Worshipers will also be permitted to visit Rawdah Sharif and the old mosque area at the Prophet’s Mosque in Medina from Oct. 18 onward. The extensions and courtyards of the Prophet’s Mosque had already been opened for worshipers for obligatory prayers effective from May 31 this year.
Hani Al-Omairi, a member of the Saudi National Committee for Hajj and Umrah, told Okaz/Saudi Gazette that more than 600,000 worshipers will be granted permits to perform prayers at the Grand Mosque along with over 250,000 Umrah pilgrims during the second phase of the gradual resumption of Umrah service and visit to the Two Holy Mosques. Worshipers need to register through the Eatmarna App to obtain permits to perform Umrah as well as to visit the Grand Mosque and Rawdah Sharif.
Foreign pilgrims will be allowed to perform Umrah and visit the Rawdah from Nov. 1, which marks the beginning of the third phase of the gradual lifting of the temporary suspension of the service.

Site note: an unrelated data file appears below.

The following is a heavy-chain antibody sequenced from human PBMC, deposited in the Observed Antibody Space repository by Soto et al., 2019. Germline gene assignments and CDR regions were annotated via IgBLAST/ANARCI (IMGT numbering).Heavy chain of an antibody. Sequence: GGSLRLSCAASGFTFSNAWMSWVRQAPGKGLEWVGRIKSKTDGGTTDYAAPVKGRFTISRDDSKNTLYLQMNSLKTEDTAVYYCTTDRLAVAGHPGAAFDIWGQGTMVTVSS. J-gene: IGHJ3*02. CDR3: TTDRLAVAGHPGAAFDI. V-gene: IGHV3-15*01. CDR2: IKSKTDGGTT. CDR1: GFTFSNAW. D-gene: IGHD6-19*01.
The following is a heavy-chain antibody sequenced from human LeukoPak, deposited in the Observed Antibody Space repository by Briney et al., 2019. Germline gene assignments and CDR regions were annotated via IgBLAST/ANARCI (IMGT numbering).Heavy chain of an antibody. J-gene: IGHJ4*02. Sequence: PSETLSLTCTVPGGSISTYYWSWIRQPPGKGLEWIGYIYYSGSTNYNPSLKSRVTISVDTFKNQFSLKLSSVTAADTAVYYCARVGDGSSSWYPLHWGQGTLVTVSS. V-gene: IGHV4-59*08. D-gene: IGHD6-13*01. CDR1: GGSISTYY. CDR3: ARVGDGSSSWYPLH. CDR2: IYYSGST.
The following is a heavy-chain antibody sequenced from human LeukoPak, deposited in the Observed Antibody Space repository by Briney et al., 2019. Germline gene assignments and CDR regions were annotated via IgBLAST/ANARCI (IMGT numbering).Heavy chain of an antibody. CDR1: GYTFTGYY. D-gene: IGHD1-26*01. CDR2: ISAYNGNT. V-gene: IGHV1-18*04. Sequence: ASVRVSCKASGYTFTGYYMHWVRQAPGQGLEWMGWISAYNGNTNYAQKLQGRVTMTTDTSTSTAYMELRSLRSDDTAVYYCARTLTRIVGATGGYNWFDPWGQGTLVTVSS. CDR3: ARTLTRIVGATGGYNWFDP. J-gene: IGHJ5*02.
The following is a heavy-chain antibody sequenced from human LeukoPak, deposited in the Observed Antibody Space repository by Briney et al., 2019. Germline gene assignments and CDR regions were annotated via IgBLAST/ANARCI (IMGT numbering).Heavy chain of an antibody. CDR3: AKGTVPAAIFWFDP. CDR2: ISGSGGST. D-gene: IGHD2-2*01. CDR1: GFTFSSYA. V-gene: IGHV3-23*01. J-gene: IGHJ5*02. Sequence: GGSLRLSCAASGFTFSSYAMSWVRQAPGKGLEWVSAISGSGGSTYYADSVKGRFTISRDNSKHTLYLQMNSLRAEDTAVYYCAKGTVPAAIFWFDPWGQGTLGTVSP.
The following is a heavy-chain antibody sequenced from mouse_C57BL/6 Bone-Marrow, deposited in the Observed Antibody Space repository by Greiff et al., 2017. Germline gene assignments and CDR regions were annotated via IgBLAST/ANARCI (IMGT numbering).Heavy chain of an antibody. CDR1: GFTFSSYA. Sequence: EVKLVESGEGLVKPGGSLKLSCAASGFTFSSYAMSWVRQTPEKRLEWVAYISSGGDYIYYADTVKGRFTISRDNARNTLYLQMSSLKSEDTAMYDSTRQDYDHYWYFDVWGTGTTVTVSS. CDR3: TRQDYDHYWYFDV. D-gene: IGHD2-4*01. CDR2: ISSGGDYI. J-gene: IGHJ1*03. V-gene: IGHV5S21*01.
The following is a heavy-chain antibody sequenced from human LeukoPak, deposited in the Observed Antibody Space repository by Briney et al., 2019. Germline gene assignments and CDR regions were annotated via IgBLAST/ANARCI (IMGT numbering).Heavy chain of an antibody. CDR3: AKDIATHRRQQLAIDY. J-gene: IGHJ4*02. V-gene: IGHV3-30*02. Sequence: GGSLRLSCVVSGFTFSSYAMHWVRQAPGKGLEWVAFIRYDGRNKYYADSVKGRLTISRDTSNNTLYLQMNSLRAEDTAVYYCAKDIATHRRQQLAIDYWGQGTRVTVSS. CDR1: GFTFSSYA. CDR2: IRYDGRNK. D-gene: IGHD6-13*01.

Al-Omairi, who is also a member of the Saudi Society for Travel and Tourism, said that it is not clear now how many countries will be allowed to send their pilgrims for Umrah due to the spread of the coronavirus pandemic in those countries.
“All are expecting that the authorities would soon announce details of the countries from where pilgrims can come to perform Umrah effective from the third phase of the resumption of Umrah service,” he said, Alkhaleejtoday website reported.